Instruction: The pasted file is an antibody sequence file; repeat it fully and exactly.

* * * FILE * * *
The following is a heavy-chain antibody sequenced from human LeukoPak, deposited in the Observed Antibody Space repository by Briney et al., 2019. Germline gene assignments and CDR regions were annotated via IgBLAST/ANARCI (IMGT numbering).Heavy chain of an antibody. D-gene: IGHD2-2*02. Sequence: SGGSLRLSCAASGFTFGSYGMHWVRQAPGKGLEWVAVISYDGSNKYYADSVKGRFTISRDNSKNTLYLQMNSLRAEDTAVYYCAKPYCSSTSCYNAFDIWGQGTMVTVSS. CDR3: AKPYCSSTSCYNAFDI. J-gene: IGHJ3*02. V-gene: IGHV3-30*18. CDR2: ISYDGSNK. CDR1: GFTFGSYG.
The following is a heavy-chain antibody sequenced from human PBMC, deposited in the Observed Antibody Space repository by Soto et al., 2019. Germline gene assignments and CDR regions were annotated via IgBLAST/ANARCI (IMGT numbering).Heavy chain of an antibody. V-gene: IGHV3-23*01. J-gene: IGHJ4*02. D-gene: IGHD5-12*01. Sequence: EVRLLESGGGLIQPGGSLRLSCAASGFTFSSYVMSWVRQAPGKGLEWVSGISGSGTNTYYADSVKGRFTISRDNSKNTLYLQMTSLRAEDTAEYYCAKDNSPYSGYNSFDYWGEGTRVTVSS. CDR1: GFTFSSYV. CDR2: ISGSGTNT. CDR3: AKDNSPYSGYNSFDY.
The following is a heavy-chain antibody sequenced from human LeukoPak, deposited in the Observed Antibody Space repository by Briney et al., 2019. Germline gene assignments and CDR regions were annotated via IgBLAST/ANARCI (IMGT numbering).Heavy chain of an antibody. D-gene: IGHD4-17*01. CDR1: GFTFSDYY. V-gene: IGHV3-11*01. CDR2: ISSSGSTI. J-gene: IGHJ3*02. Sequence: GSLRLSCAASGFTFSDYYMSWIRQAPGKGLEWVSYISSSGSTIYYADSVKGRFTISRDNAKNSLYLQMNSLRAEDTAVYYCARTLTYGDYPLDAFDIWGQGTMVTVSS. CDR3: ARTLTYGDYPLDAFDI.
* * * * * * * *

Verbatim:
The following is a heavy-chain antibody sequenced from human LeukoPak, deposited in the Observed Antibody Space repository by Briney et al., 2019. Germline gene assignments and CDR regions were annotated via IgBLAST/ANARCI (IMGT numbering).Heavy chain of an antibody. D-gene: IGHD2-2*02. Sequence: SGGSLRLSCAASGFTFGSYGMHWVRQAPGKGLEWVAVISYDGSNKYYADSVKGRFTISRDNSKNTLYLQMNSLRAEDTAVYYCAKPYCSSTSCYNAFDIWGQGTMVTVSS. CDR3: AKPYCSSTSCYNAFDI. J-gene: IGHJ3*02. V-gene: IGHV3-30*18. CDR2: ISYDGSNK. CDR1: GFTFGSYG.
The following is a heavy-chain antibody sequenced from human PBMC, deposited in the Observed Antibody Space repository by Soto et al., 2019. Germline gene assignments and CDR regions were annotated via IgBLAST/ANARCI (IMGT numbering).Heavy chain of an antibody. V-gene: IGHV3-23*01. J-gene: IGHJ4*02. D-gene: IGHD5-12*01. Sequence: EVRLLESGGGLIQPGGSLRLSCAASGFTFSSYVMSWVRQAPGKGLEWVSGISGSGTNTYYADSVKGRFTISRDNSKNTLYLQMTSLRAEDTAEYYCAKDNSPYSGYNSFDYWGEGTRVTVSS. CDR1: GFTFSSYV. CDR2: ISGSGTNT. CDR3: AKDNSPYSGYNSFDY.
The following is a heavy-chain antibody sequenced from human LeukoPak, deposited in the Observed Antibody Space repository by Briney et al., 2019. Germline gene assignments and CDR regions were annotated via IgBLAST/ANARCI (IMGT numbering).Heavy chain of an antibody. D-gene: IGHD4-17*01. CDR1: GFTFSDYY. V-gene: IGHV3-11*01. CDR2: ISSSGSTI. J-gene: IGHJ3*02. Sequence: GSLRLSCAASGFTFSDYYMSWIRQAPGKGLEWVSYISSSGSTIYYADSVKGRFTISRDNAKNSLYLQMNSLRAEDTAVYYCARTLTYGDYPLDAFDIWGQGTMVTVSS. CDR3: ARTLTYGDYPLDAFDI.